A lob to Bam gets things started.

Fast forward to this game against the Hawks, the Heat waited for the beginning of the third quarter to get into this bag of tricks. Herro flies into the curl 2 separate plays with the same exact result.

That dropping big’s job is to contain in middle ground, yet there’s no middle ground when it comes to a pull-up threat and a lob threat.

This is just one very simple adjustment for these two, and there are many more complex ones to come I assume, most likely closer to the playoffs.

But the reason I bring all of this up right now: Adebayo the scorer and Herro the play-maker can shift this Heat offense completely.

I’ll start on the more obvious Adebayo front by saying he needs to be a primary option on the offensive end for this team consistently. Actually, he needs to be *the* option.

How do the Heat figure out this starting lineup dilemma when fully healthy?

While that conversation has many different answers, the simplest one is Adebayo. When he is gone to early in games, he’s hard to stop past that point. He’s a rhythm player who needs sets run for him to create positive offense for the rest of the group.

Butler has interior gravity and can work the drive and kick game immensely, but he doesn’t shift an entire defense like Adebayo potentially could. The most teams will do to Butler is send the occasional double team, but the entire defense will pinch when it’s Adebayo attacking your drop big in the middle of the floor.

It’s a very obvious statement, but Adebayo the scorer is the most important development for this Heat team.

But do you want to hear a close second?

Tyler (Herro) the Creator. More specifically, the play-maker.

Since I brought up that 76ers series earlier in this piece, let’s go back to it. They found a way to make Herro uncomfortable by putting two on the ball, but what is the counter to that other than not calling for the screen in the first place?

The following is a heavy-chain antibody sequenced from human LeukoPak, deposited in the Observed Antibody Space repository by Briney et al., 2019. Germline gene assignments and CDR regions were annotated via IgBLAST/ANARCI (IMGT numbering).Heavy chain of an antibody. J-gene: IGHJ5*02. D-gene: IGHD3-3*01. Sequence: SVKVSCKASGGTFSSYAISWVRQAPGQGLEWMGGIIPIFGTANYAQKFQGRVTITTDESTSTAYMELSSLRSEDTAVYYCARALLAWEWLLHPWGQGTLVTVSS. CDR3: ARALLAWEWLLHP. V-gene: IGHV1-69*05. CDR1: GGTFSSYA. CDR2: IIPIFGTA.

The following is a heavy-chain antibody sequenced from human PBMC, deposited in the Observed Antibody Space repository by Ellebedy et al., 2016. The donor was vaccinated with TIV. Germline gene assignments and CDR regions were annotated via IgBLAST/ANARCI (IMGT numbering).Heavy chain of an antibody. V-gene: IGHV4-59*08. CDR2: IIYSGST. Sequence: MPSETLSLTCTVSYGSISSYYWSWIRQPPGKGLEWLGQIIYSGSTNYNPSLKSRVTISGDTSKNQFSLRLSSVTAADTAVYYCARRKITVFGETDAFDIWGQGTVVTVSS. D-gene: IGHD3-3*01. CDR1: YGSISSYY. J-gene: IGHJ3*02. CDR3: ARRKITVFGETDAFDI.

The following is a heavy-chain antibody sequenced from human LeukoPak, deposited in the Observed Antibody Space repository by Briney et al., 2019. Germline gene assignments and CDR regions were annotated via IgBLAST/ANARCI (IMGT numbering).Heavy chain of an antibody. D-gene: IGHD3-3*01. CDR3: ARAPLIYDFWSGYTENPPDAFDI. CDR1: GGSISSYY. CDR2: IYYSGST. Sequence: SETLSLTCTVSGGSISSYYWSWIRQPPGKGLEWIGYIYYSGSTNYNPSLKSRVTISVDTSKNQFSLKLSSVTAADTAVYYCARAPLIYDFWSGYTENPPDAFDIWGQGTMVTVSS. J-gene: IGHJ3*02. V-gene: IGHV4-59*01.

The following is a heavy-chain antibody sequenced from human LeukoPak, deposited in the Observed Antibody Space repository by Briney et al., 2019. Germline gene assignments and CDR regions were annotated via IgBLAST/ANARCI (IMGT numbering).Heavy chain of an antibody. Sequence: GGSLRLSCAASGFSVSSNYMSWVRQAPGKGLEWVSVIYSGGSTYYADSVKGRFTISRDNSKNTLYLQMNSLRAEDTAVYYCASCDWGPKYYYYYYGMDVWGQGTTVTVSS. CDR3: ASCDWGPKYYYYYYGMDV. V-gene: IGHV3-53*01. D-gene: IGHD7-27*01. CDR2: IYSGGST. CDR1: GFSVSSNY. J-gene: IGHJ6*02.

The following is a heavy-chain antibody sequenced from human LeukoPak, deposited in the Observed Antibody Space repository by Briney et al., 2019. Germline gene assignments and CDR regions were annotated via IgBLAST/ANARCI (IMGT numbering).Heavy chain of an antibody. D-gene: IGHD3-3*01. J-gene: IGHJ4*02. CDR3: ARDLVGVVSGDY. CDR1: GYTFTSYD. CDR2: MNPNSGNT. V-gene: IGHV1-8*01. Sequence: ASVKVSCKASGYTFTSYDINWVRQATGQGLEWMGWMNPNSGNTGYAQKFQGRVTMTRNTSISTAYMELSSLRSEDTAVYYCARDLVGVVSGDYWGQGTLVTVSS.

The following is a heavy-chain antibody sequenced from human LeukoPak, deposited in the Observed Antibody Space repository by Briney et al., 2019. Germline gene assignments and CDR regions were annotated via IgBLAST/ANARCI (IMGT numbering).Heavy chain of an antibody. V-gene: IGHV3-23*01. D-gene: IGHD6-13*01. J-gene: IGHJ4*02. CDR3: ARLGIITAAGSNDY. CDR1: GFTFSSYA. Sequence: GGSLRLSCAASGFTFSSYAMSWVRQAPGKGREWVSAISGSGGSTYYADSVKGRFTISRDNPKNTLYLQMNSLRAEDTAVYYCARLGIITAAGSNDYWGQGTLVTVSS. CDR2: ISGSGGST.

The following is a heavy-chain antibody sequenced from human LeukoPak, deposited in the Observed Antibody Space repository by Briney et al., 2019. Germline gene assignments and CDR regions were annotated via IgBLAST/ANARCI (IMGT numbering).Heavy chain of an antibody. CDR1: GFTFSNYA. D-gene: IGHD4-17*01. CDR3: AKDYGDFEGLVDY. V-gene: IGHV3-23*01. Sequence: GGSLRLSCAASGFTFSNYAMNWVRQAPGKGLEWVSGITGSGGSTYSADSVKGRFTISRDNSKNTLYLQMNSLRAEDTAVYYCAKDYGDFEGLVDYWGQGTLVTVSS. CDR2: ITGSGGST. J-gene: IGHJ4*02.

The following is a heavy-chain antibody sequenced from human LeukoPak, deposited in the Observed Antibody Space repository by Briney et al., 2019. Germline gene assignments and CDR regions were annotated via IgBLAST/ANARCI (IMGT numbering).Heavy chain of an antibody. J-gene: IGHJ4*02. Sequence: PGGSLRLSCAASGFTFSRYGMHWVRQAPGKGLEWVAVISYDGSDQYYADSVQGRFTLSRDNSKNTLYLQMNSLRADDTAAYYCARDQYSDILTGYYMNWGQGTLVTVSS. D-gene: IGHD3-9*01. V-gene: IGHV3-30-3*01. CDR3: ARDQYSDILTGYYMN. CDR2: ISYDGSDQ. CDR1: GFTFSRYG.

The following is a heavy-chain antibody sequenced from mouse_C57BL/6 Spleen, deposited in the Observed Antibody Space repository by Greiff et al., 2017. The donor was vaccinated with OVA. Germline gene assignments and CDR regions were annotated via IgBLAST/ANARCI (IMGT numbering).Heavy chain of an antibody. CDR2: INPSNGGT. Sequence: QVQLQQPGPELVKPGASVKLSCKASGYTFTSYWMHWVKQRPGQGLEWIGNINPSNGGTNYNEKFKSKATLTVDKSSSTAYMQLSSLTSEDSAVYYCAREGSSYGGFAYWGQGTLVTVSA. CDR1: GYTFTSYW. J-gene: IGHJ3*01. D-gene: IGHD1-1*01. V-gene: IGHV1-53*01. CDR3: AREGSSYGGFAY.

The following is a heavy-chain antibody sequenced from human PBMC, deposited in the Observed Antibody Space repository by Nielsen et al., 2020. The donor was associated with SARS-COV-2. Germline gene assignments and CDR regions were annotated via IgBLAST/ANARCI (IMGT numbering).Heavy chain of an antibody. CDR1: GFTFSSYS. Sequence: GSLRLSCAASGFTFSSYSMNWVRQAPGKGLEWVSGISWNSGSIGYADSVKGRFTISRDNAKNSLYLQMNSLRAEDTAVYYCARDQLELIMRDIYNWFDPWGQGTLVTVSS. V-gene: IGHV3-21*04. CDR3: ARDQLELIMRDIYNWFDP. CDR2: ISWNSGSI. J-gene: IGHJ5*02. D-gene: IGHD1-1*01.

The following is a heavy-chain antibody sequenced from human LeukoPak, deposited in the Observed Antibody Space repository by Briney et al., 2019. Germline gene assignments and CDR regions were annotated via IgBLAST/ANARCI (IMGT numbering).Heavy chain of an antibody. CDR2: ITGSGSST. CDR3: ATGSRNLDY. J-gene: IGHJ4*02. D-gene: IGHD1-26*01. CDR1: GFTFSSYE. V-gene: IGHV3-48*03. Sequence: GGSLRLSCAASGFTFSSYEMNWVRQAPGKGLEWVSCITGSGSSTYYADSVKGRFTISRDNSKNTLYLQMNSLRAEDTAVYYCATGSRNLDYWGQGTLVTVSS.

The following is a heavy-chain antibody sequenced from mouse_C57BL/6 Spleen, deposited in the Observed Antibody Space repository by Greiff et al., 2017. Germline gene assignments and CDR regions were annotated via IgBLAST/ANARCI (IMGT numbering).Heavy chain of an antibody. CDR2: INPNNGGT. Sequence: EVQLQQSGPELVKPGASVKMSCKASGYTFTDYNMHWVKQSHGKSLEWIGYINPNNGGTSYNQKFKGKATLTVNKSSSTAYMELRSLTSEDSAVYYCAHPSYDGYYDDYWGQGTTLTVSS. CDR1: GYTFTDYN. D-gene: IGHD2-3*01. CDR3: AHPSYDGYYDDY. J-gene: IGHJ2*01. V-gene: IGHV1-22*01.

Quick decisions and perfect passes.

If you look at the clips I provided previously, Herro’s way of hitting the roller in these last two games has been eye opening. And if he can hit that pocket pass enough, teams aren’t just going to be *okay* with letting Adebayo run 4-on-3’s on that backside.

These two young guys have this underlying skill within them, it’s just about channeling it and being willing to more often. Butler and Lowry would love for these two guys to take the reigns, and it’s in the team’s best interest to maximize those two guys for the post-season the best they could. (Obviously by getting to a comfortable spot in the standings first.)

We’ve been talking about them sharpening these tools for a while now, but we’ve approached the time period where these tools are ready to be used. Consistently.

Not just as fun offensive wrinkles, but to be the entire Miami Heat offensive base.

Five Takeaways from Heat’s Win Over Hawks

The Miami Heat kicked off an important road trip in Atlanta, and put together some pretty good basketball without Jimmy Butler.

That was headlined by Bam Adebayo yet again, while Caleb Martin shined right behind him.

So here are some takeaways from this win…

#1: Bam Adebayo’s scoring growing, while the side quests remain the same.